Replica is a book that requires a little bit of explanation before we even discuss the plot and the book's strengths and weaknesses. Replica tells the story of two girls, Lyra and Gemma. The book is written as two completely separate stories and you can choose how you would like to read them. You can either read Lyra's story and then Gemma's, Gemma's and then Lyra's, or alternate chapters as you go. I chose to start with Lyra and alternate every chapter. I definitely recommend alternating chapters, because it really keeps you in touch with both girls throughout the entire story. Gemma is a girl from a rich family, but she has been sick for most of her life and has therefore missed out on a lot of experiences. One day, frustrated with her situation, she stumbles upon a connection between her father and Haven, a mysterious research facility in Florida that seems to be shrouded in secrecy. Lyra is a replica. She lives in Haven with hundreds of other replicas and knows very little of the outside world. When Gemma and Lyra's worlds suddenly collide, the foundation of everything they know is shaken and their lives are changed forever. I was definitely intrigued by Replica as soon as I heard about it, and I was not disappointed. I really enjoyed this story and was kept guessing throughout the whole book. Some of the twists really took me by surprise. I was blown away by some of the things that certain characters were capable of. There were a few plot points that were a little bit too convenient, however. A few things fell into place too easily. I still really enjoyed the book despite these issues, but they kept it from being a five star read for me. One of my favorite aspects of Replica was the characters. At first I was more interested in Lyra, because her story starts with a lot of excitement and intrigue. As I kept reading, though, I really became invested in Gemma and her story. I think by the end of the book I liked Gemma just a tiny bit more than Lyra, but I still cared about both girls. I also adored the secondary characters, primarily April, Pete, and Luke. I think Pete might have been my favorite thing about the entire book. I loved him so much. However, as much as I loved Pete and Luke, I don't think the "romance" between them and Gemma was really necessary. I put romance in quotes because it was so small that it barely existed. There was a slight hinting at a love triangle, but it never really developed. The romance aspect of the book was so trivial that it really didn't need to be there at all. This wasn't a book that needed romance; it was a great story on it's own without adding in any kind of love story. I do understand what Lauren Oliver was trying to accomplish by including romance in the story, but I think it should have been either left out completely or developed a lot more to prove her point. I definitely want to pick up the next book in this series and see how the story develops. I really want to know what happens to Gemma and Lyra and how they deal with the fallout of the events at the end of the book. I am intrigued to learn how many books will be in this series. I think it would be quite apropos to have this series as a duology. The dual storyline is a very cool writing technique, but it might get old after a while if this series continues on and on. Although, regardless, I will probably still check out whatever comes next for Gemma and Lyra.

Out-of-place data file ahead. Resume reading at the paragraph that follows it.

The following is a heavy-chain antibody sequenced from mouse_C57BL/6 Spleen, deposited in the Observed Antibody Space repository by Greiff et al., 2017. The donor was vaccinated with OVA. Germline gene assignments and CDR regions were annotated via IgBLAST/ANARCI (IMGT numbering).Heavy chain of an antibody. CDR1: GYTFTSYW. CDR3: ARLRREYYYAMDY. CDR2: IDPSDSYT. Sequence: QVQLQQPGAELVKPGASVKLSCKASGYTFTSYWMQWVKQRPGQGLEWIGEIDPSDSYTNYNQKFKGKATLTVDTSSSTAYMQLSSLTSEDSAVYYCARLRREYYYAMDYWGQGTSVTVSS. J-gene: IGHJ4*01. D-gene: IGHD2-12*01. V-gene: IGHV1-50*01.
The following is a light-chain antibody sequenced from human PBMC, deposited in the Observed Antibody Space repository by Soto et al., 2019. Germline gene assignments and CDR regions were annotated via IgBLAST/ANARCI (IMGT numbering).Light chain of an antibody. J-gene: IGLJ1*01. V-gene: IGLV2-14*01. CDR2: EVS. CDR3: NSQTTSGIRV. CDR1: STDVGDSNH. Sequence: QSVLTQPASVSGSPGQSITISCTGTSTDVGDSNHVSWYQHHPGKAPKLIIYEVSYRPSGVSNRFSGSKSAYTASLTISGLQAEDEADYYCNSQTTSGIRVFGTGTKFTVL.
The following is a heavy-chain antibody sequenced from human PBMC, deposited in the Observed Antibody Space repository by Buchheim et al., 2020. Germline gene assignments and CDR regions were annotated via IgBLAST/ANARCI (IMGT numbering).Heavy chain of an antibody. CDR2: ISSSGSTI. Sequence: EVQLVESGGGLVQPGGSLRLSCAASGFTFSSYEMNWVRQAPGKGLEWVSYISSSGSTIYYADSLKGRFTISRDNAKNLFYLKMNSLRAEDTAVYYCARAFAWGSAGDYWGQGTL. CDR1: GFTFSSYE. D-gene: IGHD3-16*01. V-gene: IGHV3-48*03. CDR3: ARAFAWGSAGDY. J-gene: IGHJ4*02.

3 people found this review helpful